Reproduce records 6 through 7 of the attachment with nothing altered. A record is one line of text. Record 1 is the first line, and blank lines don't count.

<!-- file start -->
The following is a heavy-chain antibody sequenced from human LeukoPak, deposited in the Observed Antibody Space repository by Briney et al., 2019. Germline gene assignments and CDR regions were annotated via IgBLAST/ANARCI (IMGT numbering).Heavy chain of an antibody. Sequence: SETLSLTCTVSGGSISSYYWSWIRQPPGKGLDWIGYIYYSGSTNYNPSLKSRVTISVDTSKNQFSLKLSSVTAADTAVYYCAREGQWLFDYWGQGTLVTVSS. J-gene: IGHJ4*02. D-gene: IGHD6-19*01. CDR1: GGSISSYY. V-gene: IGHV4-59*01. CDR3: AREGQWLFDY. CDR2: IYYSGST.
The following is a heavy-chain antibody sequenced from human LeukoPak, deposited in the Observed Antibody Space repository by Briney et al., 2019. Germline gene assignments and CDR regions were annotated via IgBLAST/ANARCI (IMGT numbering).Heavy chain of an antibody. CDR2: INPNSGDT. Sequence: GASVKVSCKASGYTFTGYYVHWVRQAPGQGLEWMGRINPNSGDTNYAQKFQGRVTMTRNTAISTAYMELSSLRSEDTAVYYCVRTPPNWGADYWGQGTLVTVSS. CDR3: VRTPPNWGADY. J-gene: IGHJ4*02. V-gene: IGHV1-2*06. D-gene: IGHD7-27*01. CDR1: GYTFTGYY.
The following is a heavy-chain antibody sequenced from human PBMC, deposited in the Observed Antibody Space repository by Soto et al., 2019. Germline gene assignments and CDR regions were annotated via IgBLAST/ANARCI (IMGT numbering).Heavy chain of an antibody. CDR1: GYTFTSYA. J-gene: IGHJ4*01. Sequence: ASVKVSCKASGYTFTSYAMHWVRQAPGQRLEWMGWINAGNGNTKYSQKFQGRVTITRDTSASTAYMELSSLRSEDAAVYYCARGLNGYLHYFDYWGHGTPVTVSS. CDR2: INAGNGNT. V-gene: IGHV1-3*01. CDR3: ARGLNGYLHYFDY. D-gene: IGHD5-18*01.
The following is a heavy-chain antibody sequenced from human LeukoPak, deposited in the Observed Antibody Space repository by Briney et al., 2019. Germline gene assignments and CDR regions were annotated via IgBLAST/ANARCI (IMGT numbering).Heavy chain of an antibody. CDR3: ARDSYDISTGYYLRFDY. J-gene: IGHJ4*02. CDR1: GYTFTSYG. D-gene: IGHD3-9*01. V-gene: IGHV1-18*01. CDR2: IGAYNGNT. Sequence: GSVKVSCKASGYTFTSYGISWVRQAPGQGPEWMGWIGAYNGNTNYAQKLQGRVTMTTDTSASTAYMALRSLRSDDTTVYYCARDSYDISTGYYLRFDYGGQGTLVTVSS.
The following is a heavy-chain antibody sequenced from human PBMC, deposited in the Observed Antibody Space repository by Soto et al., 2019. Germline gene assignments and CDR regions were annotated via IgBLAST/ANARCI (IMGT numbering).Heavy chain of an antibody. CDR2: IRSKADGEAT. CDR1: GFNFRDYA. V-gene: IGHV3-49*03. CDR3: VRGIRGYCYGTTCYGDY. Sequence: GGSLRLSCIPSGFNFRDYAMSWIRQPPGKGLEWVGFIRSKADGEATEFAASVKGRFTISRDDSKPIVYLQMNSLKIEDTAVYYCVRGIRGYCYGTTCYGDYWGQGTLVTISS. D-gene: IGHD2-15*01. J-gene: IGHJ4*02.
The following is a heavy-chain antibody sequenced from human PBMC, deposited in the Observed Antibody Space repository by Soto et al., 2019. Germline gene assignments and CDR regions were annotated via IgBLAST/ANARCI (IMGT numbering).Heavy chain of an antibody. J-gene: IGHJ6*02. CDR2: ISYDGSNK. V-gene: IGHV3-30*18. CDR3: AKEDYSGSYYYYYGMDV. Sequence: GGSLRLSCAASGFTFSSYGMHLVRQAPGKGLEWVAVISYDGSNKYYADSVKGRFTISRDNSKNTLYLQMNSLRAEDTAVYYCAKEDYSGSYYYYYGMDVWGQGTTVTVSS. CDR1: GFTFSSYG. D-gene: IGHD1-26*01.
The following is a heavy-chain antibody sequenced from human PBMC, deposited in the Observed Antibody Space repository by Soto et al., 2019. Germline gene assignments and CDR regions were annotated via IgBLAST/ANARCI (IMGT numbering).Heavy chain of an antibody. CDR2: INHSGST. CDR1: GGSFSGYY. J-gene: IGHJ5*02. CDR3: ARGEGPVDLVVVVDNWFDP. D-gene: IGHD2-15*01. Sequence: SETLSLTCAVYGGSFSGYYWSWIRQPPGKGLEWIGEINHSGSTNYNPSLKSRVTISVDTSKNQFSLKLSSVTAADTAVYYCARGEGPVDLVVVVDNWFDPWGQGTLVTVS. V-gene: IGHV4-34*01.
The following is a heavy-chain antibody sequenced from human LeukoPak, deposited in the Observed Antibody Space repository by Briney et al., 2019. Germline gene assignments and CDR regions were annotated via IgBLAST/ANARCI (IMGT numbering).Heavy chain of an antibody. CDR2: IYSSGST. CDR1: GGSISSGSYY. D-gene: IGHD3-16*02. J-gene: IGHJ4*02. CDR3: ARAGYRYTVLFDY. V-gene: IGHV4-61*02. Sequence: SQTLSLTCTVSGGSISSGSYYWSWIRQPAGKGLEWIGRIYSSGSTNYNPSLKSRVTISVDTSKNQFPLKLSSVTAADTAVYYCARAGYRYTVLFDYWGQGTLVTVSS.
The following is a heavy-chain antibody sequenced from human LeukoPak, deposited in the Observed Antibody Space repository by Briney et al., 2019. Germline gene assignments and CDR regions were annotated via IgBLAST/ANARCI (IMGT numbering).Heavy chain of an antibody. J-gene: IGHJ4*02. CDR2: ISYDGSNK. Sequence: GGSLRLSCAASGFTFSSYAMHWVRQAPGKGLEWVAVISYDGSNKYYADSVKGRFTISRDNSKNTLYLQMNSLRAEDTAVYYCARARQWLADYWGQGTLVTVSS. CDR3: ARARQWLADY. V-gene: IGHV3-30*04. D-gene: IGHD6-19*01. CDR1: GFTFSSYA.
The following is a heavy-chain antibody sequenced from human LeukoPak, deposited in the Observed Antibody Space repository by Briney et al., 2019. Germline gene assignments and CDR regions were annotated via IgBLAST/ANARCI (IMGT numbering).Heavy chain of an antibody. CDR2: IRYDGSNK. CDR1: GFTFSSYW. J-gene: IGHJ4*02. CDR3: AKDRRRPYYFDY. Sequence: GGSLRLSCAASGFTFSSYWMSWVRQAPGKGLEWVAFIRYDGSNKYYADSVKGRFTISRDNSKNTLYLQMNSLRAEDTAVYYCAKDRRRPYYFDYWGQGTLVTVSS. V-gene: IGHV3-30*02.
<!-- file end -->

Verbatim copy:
The following is a heavy-chain antibody sequenced from human PBMC, deposited in the Observed Antibody Space repository by Soto et al., 2019. Germline gene assignments and CDR regions were annotated via IgBLAST/ANARCI (IMGT numbering).Heavy chain of an antibody. J-gene: IGHJ6*02. CDR2: ISYDGSNK. V-gene: IGHV3-30*18. CDR3: AKEDYSGSYYYYYGMDV. Sequence: GGSLRLSCAASGFTFSSYGMHLVRQAPGKGLEWVAVISYDGSNKYYADSVKGRFTISRDNSKNTLYLQMNSLRAEDTAVYYCAKEDYSGSYYYYYGMDVWGQGTTVTVSS. CDR1: GFTFSSYG. D-gene: IGHD1-26*01.
The following is a heavy-chain antibody sequenced from human PBMC, deposited in the Observed Antibody Space repository by Soto et al., 2019. Germline gene assignments and CDR regions were annotated via IgBLAST/ANARCI (IMGT numbering).Heavy chain of an antibody. CDR2: INHSGST. CDR1: GGSFSGYY. J-gene: IGHJ5*02. CDR3: ARGEGPVDLVVVVDNWFDP. D-gene: IGHD2-15*01. Sequence: SETLSLTCAVYGGSFSGYYWSWIRQPPGKGLEWIGEINHSGSTNYNPSLKSRVTISVDTSKNQFSLKLSSVTAADTAVYYCARGEGPVDLVVVVDNWFDPWGQGTLVTVS. V-gene: IGHV4-34*01.